The beer industry needs change. There was the sexual misconduct allegation from Melvin Brewing that went public in March. Then came misogynistic tweets from a Stone Brewing employee who, on the brewery’s Arrogrant Bastard Twitter account, made light of sexual consent (“Only wussies do the ‘ask permission’ part.”)
Plus, as Dave Infante points out in his James Beard Award-winning longread from 2015, the craft beer industry is predominantly white, male, and privileged.
Which is why I consider it very good news that the Brewers Association has appointed J. Nikol Jackson-Beckham, Ph.D., as its first diversity ambassador. She will work closely with Julie Verratti of Denizens Brewing Co. and the rest of the BA’s diversity committee.
“I’m unreasonably excited, hopefully that goes without saying,” Jackson-Beckham tells me. “It’s a really cool opportunity for me, particularly because it’s a way that I get to close a loop on some of the stuff that I do academically as a scholar and researcher, and as a passion and hobby.”
As an academic, Jackson-Beckham has written scholarly articles about beer culture, a chapter in the book “Untapped,” and is assistant professor of communication studies at Randolph College in Lynchburg, Va. She has also worked as a buyer and teacher at a homebrew supply store.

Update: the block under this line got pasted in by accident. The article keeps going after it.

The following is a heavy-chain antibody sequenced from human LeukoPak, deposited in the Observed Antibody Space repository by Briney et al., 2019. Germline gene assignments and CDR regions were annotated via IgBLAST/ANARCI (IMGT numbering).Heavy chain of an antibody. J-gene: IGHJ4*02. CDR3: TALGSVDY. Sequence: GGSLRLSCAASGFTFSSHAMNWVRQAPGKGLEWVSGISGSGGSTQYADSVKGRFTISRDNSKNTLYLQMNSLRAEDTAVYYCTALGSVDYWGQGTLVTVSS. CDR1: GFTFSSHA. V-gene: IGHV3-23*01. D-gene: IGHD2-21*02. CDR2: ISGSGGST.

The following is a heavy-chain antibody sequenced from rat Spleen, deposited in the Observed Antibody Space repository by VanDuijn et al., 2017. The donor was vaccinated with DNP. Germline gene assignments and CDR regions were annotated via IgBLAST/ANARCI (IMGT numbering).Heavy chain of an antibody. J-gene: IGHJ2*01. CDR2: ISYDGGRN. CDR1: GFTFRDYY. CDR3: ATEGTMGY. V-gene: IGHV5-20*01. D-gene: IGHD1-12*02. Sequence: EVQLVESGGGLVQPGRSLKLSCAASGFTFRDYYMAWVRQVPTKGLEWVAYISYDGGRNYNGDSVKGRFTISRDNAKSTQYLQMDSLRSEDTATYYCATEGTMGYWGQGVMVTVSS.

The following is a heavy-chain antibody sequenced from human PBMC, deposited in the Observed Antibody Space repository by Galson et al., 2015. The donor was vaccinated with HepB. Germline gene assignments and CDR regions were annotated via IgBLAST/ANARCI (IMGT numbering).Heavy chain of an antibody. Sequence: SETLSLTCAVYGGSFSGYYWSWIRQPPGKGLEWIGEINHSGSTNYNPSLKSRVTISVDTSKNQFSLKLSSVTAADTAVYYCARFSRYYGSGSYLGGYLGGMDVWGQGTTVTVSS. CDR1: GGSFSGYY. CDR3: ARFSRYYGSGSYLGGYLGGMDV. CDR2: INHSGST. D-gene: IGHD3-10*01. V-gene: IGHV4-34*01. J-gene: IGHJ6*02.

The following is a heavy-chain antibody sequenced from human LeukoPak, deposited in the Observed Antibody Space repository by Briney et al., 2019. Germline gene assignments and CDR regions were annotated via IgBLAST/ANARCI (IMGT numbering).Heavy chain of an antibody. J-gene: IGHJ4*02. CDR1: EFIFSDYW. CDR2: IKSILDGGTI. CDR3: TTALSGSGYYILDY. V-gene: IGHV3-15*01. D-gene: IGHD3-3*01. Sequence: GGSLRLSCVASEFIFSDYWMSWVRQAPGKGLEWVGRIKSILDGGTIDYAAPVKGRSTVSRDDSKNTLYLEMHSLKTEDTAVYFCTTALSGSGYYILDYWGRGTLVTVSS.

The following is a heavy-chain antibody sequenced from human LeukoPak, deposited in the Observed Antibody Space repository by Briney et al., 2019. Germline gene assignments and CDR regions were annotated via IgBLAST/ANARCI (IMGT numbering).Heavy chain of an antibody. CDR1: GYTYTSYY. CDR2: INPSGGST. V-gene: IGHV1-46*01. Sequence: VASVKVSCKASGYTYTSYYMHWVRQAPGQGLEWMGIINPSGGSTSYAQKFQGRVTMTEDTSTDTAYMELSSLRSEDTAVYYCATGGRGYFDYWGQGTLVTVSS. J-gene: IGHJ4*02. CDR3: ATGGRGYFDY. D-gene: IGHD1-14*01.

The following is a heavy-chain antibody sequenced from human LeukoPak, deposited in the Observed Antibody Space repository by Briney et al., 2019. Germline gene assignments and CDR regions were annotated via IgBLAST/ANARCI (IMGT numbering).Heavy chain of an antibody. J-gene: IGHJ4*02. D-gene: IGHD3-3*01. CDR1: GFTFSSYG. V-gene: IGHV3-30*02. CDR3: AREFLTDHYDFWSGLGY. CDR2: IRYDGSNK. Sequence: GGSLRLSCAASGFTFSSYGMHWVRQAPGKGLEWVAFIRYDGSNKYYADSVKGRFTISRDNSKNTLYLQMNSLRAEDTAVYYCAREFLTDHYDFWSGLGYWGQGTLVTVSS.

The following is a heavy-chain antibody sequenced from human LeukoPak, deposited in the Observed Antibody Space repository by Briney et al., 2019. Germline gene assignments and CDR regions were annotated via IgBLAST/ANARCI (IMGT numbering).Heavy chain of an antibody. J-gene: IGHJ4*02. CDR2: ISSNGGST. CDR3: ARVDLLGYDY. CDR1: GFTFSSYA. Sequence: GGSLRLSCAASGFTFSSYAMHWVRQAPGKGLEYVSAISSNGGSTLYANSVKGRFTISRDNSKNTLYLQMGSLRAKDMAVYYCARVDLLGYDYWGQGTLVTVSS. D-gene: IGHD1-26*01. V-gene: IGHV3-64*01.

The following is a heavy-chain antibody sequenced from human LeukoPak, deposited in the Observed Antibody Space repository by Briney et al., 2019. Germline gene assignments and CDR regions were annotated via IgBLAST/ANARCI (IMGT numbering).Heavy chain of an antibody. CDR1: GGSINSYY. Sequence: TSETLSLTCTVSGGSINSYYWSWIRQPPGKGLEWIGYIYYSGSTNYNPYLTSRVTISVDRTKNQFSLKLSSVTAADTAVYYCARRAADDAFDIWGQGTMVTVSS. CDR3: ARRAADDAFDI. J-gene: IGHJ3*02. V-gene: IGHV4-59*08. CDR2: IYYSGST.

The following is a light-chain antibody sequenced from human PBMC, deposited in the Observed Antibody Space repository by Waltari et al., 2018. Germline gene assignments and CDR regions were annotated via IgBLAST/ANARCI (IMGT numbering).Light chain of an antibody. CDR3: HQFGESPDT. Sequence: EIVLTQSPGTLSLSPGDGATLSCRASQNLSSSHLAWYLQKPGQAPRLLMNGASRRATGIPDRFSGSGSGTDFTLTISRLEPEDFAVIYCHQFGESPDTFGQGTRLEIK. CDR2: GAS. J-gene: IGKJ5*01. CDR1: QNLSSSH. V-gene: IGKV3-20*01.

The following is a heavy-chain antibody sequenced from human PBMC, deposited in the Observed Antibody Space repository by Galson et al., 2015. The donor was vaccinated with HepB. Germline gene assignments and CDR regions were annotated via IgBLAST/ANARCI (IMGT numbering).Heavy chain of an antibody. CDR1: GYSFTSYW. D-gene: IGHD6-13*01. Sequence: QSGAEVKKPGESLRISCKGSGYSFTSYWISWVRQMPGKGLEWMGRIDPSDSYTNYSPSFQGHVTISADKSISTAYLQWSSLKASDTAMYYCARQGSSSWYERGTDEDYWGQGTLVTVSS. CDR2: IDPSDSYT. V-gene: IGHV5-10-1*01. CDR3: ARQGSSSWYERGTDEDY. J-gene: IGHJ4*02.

“As much as I love the [beer] community and feel at home, it’s always been pretty apparent that there [are] not a lot of folks that look like me,” Jackson-Beckham says. “It’s pretty blatant.”
In her new role, Jackson-Beckham will speak to state brewers guilds about diversifying staff and customer bases, and create actionable plans for brewers.
“Having the opportunity to not just diagnose and talk, but actually try to make movement forward to do something is kind of a dream come true for me,” she says. “There really is no ‘one size fits all’ to achieving diversity. The place to start is defining what that word means for your organization.”
For example, she says, it could mean representing the community your brewery is embedded in; increasing sales by reaching into markets you haven’t traditionally reached; or making sure that all of your packaging art is vetted with a diverse group of people.
“I’m excited about being someone who can not just say diversity is a good idea, let me come in and cheerlead,” Jackson-Beckham says. “I’m a person who comes with data and research that says this is what effective diversity looks like and what it doesn’t look like.”
This is exactly what the craft beer industry needs. Incorporating more perspectives, voices, and actionable plans for brewers will not only help breweries grow, it will make the industry stronger as a whole. Beer is inherently social. Craft beer, or small and independent beer, is community-driven. It’s time for the beer industry to put its money where its mouth is.
Draft Beer Is More Important Than Cans
According to the Beer Institute’s (BI) annual State-Level Packaging Report, draft beer comprised a whopping 61.7 percent of all on-premise beer sales in 2017. That is apparently the highest on-premise draft share ever recorded.